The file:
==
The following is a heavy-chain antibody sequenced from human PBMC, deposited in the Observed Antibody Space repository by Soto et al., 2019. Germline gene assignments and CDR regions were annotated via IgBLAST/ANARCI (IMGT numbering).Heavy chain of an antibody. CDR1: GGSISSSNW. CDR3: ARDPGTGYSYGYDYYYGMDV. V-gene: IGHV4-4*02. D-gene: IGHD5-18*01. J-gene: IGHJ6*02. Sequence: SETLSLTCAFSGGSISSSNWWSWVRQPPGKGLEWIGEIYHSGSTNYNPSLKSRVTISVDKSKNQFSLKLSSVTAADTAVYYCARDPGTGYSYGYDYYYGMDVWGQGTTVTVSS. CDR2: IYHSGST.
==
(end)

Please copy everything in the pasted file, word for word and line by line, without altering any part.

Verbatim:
The following is a heavy-chain antibody sequenced from human PBMC, deposited in the Observed Antibody Space repository by Soto et al., 2019. Germline gene assignments and CDR regions were annotated via IgBLAST/ANARCI (IMGT numbering).Heavy chain of an antibody. CDR1: GGSISSSNW. CDR3: ARDPGTGYSYGYDYYYGMDV. V-gene: IGHV4-4*02. D-gene: IGHD5-18*01. J-gene: IGHJ6*02. Sequence: SETLSLTCAFSGGSISSSNWWSWVRQPPGKGLEWIGEIYHSGSTNYNPSLKSRVTISVDKSKNQFSLKLSSVTAADTAVYYCARDPGTGYSYGYDYYYGMDVWGQGTTVTVSS. CDR2: IYHSGST.